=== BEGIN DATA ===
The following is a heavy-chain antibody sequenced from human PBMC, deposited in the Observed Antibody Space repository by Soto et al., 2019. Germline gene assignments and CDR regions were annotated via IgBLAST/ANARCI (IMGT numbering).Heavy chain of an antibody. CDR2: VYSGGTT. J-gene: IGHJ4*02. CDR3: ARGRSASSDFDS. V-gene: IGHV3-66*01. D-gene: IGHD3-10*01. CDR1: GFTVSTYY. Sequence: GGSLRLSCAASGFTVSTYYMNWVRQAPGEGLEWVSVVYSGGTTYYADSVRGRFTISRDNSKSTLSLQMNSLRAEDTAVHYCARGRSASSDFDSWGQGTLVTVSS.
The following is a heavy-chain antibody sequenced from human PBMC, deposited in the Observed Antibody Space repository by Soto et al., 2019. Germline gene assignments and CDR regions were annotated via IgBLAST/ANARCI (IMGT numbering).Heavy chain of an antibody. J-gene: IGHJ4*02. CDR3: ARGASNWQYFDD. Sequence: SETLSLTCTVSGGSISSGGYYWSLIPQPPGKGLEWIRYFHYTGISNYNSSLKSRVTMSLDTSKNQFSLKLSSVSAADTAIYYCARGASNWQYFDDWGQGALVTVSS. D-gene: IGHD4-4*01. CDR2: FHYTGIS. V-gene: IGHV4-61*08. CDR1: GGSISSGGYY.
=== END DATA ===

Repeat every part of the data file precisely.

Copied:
The following is a heavy-chain antibody sequenced from human PBMC, deposited in the Observed Antibody Space repository by Soto et al., 2019. Germline gene assignments and CDR regions were annotated via IgBLAST/ANARCI (IMGT numbering).Heavy chain of an antibody. CDR2: VYSGGTT. J-gene: IGHJ4*02. CDR3: ARGRSASSDFDS. V-gene: IGHV3-66*01. D-gene: IGHD3-10*01. CDR1: GFTVSTYY. Sequence: GGSLRLSCAASGFTVSTYYMNWVRQAPGEGLEWVSVVYSGGTTYYADSVRGRFTISRDNSKSTLSLQMNSLRAEDTAVHYCARGRSASSDFDSWGQGTLVTVSS.
The following is a heavy-chain antibody sequenced from human PBMC, deposited in the Observed Antibody Space repository by Soto et al., 2019. Germline gene assignments and CDR regions were annotated via IgBLAST/ANARCI (IMGT numbering).Heavy chain of an antibody. J-gene: IGHJ4*02. CDR3: ARGASNWQYFDD. Sequence: SETLSLTCTVSGGSISSGGYYWSLIPQPPGKGLEWIRYFHYTGISNYNSSLKSRVTMSLDTSKNQFSLKLSSVSAADTAIYYCARGASNWQYFDDWGQGALVTVSS. D-gene: IGHD4-4*01. CDR2: FHYTGIS. V-gene: IGHV4-61*08. CDR1: GGSISSGGYY.